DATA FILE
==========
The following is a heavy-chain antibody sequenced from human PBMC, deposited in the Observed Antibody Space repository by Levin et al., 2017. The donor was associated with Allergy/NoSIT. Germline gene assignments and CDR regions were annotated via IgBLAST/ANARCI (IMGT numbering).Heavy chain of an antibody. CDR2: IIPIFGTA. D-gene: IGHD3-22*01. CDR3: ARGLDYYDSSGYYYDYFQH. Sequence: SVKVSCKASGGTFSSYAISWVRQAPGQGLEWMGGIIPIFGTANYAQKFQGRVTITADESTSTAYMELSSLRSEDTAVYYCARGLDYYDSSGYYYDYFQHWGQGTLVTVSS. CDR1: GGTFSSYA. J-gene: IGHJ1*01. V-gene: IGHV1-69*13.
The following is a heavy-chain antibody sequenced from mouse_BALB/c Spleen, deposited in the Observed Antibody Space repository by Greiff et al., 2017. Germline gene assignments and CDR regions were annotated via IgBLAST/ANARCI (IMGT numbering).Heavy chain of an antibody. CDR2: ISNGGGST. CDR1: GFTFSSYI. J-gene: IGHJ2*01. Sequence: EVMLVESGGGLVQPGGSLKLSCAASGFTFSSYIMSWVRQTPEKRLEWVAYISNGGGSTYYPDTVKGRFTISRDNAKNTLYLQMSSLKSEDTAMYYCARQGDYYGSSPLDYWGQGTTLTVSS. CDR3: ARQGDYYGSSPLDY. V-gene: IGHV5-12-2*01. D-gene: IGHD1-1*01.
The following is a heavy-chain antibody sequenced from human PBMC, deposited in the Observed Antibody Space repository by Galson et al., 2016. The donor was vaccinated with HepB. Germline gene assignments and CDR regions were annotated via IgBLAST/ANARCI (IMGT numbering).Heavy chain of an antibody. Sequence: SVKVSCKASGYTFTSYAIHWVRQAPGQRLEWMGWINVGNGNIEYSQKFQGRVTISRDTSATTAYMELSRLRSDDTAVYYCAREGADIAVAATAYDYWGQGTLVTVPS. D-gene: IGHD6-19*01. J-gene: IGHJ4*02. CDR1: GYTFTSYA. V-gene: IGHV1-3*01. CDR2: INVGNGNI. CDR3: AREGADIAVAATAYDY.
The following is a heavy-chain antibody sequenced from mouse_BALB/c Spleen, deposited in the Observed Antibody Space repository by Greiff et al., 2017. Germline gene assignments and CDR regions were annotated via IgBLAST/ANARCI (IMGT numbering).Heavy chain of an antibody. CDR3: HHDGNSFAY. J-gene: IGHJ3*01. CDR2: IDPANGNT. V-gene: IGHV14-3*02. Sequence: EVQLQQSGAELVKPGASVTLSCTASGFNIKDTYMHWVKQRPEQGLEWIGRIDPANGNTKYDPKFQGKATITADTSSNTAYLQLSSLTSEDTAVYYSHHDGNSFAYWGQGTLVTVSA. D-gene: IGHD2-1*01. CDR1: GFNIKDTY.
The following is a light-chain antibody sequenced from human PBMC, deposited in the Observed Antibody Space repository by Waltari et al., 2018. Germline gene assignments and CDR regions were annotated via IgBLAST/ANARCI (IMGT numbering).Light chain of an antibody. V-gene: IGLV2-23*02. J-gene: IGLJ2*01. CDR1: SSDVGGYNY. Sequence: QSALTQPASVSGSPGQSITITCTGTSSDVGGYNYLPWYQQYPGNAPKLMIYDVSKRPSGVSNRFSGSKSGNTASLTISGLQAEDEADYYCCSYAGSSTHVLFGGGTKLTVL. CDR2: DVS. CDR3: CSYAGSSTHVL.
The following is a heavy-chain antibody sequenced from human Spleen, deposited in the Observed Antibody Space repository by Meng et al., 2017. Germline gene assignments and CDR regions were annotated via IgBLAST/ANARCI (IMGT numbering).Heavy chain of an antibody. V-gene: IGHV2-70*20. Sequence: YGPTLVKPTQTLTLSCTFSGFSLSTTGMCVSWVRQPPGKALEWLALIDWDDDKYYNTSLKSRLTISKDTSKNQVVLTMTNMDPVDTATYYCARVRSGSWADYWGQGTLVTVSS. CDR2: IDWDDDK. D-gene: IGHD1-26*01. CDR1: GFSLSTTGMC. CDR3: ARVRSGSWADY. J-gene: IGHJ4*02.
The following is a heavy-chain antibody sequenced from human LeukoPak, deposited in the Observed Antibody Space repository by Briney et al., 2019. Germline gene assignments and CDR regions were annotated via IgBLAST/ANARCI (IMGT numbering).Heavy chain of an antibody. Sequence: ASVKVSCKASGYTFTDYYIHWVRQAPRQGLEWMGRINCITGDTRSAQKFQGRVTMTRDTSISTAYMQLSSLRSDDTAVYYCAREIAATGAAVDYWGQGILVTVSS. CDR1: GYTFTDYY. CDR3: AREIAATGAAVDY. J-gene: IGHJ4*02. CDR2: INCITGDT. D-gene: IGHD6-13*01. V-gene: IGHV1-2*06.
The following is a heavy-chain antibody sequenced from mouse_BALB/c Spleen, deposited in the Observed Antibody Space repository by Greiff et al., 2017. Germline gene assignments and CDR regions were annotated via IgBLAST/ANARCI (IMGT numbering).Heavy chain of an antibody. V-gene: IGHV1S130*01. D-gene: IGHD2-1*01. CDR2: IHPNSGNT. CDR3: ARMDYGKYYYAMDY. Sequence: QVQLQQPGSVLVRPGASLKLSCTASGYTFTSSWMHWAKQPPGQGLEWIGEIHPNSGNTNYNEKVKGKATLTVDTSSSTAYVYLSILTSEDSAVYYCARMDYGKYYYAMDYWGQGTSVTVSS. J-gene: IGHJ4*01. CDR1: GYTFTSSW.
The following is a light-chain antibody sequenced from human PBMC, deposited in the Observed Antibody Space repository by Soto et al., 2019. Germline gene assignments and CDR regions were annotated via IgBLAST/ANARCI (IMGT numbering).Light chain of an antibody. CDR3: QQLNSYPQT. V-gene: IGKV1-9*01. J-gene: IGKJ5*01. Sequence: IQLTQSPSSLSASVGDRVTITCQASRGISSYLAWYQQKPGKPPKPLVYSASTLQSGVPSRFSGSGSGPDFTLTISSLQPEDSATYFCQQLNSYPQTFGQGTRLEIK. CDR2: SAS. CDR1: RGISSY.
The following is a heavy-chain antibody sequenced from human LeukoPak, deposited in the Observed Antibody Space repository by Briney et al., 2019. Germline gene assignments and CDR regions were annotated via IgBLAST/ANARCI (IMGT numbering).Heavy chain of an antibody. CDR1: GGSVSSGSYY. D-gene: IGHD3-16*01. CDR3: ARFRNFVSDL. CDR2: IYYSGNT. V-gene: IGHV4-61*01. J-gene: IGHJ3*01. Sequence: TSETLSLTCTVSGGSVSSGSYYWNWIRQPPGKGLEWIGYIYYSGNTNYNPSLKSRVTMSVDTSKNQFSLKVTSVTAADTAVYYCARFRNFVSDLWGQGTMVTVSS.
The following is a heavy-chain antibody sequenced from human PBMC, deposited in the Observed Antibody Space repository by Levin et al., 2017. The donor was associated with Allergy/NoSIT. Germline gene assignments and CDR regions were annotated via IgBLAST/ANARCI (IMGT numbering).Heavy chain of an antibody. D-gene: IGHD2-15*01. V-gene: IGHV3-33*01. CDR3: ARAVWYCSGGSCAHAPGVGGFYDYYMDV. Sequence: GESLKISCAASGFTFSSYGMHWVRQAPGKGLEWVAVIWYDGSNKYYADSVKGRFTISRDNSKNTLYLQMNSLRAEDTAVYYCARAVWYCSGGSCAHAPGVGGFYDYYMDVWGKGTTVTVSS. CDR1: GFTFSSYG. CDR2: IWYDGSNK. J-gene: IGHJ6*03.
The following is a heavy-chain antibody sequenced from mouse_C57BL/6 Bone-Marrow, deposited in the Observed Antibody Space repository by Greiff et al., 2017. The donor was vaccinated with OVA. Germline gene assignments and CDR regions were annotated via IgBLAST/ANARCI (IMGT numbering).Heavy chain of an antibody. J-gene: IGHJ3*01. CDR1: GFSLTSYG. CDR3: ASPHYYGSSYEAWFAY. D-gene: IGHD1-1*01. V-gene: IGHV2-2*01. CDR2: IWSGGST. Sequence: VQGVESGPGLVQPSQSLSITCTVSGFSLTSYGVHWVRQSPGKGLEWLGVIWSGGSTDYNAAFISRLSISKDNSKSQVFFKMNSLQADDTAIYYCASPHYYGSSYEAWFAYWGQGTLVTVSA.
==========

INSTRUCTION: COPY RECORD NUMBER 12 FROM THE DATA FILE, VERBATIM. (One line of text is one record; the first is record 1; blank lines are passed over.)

The following is a heavy-chain antibody sequenced from mouse_C57BL/6 Bone-Marrow, deposited in the Observed Antibody Space repository by Greiff et al., 2017. The donor was vaccinated with OVA. Germline gene assignments and CDR regions were annotated via IgBLAST/ANARCI (IMGT numbering).Heavy chain of an antibody. J-gene: IGHJ3*01. CDR1: GFSLTSYG. CDR3: ASPHYYGSSYEAWFAY. D-gene: IGHD1-1*01. V-gene: IGHV2-2*01. CDR2: IWSGGST. Sequence: VQGVESGPGLVQPSQSLSITCTVSGFSLTSYGVHWVRQSPGKGLEWLGVIWSGGSTDYNAAFISRLSISKDNSKSQVFFKMNSLQADDTAIYYCASPHYYGSSYEAWFAYWGQGTLVTVSA.